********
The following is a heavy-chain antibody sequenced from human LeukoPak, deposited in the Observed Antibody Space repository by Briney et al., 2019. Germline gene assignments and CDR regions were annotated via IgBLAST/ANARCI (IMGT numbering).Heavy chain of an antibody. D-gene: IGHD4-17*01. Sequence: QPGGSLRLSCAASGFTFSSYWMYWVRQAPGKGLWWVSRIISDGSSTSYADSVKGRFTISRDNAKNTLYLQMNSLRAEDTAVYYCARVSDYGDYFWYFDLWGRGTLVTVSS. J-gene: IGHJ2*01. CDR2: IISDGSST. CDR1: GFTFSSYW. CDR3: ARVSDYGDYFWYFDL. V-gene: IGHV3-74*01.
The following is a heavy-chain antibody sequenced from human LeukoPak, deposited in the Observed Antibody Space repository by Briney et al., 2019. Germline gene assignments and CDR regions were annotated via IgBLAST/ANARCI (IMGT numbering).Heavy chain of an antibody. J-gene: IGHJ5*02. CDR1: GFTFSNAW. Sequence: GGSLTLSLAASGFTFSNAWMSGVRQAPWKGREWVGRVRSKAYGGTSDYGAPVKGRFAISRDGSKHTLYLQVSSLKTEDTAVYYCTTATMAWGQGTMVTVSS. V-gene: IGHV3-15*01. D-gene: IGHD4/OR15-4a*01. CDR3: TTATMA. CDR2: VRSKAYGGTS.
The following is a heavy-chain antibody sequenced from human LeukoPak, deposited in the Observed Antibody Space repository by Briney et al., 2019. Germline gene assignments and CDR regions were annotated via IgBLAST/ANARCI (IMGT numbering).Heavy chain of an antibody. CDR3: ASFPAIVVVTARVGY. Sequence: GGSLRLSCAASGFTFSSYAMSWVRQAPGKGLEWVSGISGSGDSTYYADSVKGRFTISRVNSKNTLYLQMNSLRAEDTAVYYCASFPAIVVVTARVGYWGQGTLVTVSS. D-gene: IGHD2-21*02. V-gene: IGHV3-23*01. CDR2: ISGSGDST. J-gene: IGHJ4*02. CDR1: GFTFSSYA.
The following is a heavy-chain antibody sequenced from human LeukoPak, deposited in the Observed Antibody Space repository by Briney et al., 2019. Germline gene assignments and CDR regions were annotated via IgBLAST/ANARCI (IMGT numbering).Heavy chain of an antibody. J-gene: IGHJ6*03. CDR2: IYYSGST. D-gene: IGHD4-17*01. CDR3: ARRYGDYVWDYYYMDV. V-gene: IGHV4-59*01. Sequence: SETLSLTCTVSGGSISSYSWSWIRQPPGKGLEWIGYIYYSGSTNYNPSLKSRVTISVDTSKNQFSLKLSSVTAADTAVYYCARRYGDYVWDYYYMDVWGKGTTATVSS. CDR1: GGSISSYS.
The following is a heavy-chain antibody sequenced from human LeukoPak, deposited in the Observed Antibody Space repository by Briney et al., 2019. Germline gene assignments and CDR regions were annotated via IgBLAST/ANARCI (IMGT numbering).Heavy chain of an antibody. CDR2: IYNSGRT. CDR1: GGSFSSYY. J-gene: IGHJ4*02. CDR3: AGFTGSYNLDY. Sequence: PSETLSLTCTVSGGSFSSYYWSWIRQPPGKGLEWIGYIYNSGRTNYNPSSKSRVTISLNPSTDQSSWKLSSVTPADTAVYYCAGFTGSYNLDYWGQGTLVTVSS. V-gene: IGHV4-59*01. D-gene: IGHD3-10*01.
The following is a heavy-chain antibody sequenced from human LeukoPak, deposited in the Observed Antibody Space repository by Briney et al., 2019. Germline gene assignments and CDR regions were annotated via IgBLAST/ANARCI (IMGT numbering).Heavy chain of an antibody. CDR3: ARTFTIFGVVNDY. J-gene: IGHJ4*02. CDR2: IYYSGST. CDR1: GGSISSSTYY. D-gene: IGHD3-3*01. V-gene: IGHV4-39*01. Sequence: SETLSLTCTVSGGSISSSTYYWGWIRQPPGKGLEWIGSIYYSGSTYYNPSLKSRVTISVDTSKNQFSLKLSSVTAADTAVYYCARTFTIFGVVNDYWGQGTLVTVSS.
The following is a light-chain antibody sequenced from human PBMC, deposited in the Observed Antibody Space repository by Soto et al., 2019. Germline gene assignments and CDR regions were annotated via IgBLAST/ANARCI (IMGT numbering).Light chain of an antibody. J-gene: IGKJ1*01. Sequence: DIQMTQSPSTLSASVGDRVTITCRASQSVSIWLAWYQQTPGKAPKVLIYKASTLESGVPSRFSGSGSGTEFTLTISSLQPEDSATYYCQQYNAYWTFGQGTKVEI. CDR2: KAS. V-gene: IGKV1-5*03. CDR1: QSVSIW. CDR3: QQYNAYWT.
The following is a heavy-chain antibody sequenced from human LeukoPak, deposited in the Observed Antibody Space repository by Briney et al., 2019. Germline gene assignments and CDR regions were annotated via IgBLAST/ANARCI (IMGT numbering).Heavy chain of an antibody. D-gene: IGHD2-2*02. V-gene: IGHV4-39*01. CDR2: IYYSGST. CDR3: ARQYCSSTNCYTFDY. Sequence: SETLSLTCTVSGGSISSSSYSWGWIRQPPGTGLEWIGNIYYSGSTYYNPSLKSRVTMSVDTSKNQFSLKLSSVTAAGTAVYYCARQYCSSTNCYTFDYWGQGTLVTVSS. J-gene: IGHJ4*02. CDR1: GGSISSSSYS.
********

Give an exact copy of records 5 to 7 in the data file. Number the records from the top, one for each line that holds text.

The following is a heavy-chain antibody sequenced from human LeukoPak, deposited in the Observed Antibody Space repository by Briney et al., 2019. Germline gene assignments and CDR regions were annotated via IgBLAST/ANARCI (IMGT numbering).Heavy chain of an antibody. CDR2: IYNSGRT. CDR1: GGSFSSYY. J-gene: IGHJ4*02. CDR3: AGFTGSYNLDY. Sequence: PSETLSLTCTVSGGSFSSYYWSWIRQPPGKGLEWIGYIYNSGRTNYNPSSKSRVTISLNPSTDQSSWKLSSVTPADTAVYYCAGFTGSYNLDYWGQGTLVTVSS. V-gene: IGHV4-59*01. D-gene: IGHD3-10*01.
The following is a heavy-chain antibody sequenced from human LeukoPak, deposited in the Observed Antibody Space repository by Briney et al., 2019. Germline gene assignments and CDR regions were annotated via IgBLAST/ANARCI (IMGT numbering).Heavy chain of an antibody. CDR3: ARTFTIFGVVNDY. J-gene: IGHJ4*02. CDR2: IYYSGST. CDR1: GGSISSSTYY. D-gene: IGHD3-3*01. V-gene: IGHV4-39*01. Sequence: SETLSLTCTVSGGSISSSTYYWGWIRQPPGKGLEWIGSIYYSGSTYYNPSLKSRVTISVDTSKNQFSLKLSSVTAADTAVYYCARTFTIFGVVNDYWGQGTLVTVSS.
The following is a light-chain antibody sequenced from human PBMC, deposited in the Observed Antibody Space repository by Soto et al., 2019. Germline gene assignments and CDR regions were annotated via IgBLAST/ANARCI (IMGT numbering).Light chain of an antibody. J-gene: IGKJ1*01. Sequence: DIQMTQSPSTLSASVGDRVTITCRASQSVSIWLAWYQQTPGKAPKVLIYKASTLESGVPSRFSGSGSGTEFTLTISSLQPEDSATYYCQQYNAYWTFGQGTKVEI. CDR2: KAS. V-gene: IGKV1-5*03. CDR1: QSVSIW. CDR3: QQYNAYWT.